If you've ever wondered what makes the chocolate in bonbons so smooth and shiny, it's a technique called tempering, which is a method of melting chocolate to a specific temperature in order for the fat and sugar molecules to collide so that when the chocolate sets, it creates an attractive sheen and toothsome snap. While it may seem like an elusive, mysterious technique that is better left to chocolatiers, it can be done at home in about two hours, as long as you have a candy thermometer and the proper chocolate. For the adventurous pastry cooks out there, here's how to temper dark chocolate, in pictures.
Welcome to our new series Kitchen Hacks, where we take ordinary household objects and transform them into useful kitchen tools. We know it's difficult to stock a kitchen with every gizmo and gadget, especially if you live in tight quarters. So instead of junking up your drawers with unused items, try make-shifting kitchen tools with our tips.It's always a messy and upsetting event when a wine bottle cracks and its precious contents leak during transit. The diligent packer may cover it in styrofoam or bubble wrap, but many of us are guilty of haphazardly wrapping the bottles in old kitchen towels and crossing our fingers they arrive to the next destination in one piece.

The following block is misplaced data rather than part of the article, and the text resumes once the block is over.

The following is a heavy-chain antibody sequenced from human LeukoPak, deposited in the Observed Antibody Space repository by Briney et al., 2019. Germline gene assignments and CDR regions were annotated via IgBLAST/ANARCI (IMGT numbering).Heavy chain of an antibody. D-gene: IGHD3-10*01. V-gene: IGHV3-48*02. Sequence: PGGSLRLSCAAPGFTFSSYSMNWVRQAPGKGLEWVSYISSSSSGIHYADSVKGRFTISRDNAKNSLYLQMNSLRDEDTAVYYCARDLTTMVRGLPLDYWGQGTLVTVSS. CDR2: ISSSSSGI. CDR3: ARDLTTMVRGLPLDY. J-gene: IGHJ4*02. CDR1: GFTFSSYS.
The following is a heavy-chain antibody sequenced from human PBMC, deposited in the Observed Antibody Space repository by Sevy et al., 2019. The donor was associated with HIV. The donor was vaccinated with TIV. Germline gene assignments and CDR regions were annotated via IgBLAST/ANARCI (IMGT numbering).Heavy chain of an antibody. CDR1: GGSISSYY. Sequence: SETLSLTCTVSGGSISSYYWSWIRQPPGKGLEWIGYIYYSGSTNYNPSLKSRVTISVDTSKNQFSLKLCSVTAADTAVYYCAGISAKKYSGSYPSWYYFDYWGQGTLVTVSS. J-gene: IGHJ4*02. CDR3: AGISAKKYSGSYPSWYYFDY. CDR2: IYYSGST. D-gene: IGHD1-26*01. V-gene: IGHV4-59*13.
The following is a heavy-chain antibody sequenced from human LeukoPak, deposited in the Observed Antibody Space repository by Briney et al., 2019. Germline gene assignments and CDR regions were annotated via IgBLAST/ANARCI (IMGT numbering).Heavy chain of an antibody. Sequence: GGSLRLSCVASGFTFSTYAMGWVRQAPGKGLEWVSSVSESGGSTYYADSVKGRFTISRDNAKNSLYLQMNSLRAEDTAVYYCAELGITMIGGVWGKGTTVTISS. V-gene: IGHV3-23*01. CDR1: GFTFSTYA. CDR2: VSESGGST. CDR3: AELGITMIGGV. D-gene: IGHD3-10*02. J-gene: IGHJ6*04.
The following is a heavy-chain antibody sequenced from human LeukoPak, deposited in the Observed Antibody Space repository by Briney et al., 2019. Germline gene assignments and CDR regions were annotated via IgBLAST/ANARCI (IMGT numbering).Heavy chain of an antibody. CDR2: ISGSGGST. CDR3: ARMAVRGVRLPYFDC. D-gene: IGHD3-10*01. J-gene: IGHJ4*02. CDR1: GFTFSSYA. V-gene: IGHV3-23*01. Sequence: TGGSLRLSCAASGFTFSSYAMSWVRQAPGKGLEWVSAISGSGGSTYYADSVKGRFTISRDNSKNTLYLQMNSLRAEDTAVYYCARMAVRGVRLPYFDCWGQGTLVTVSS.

Here's a new way to easily and securely wrap up wine if you don't have a wine sleeve handy. We recently received a bottle of Las Rocas Garnacha, outfitted in the most unexpected makeshift wine sleeve: a kitchen mitt! A fluffy cotton kitchen mitt fits a wine bottle snugly — plus it also seconds as a cute gift if you're bringing the bottle over to a friend's place. Just be sure to find a long glove, so the neck of the bottle stays protected, too.
Know of any other smart ways to transport wine? Share them with us below.
Welcome to our new series Kitchen Hacks, where we take ordinary household objects and transform them into useful kitchen tools. We know it's difficult to stock a kitchen with every gizmo and gadget, especially if you live in tight quarters. So instead of junking up your drawers with unused items, try make-shifting kitchen tools with our tips.
Have you ever been ready to roll out your dough only to realize you've misplaced your rolling pin? No problem! Rolling pins are incredibly easy to makeshift using an empty wine bottle. Since glass stays cold, the wine bottle keeps the dough firm and malleable, so the dough won't warm up and start sticking to surfaces. The perfectly round shape and long body of the bottle also contribute to making this an amazing substitution for a rolling pin.
Before you begin rolling, remove the bottle's label, scrape off the sticky glue residue, and wash the outside to disinfect it. Or, for a quick fix, simply cover the bottle in saran wrap (although it should be noted, the saran wrap may leave tiny line indentations in the dough). Once the bottle is washed or wrapped, sprinkle it with flour all around. Then roll out the dough by keeping your hands on the top of the bottle's body and pressing down firmly as you slowly rotate the bottle. Ta-da! It's as simple as that.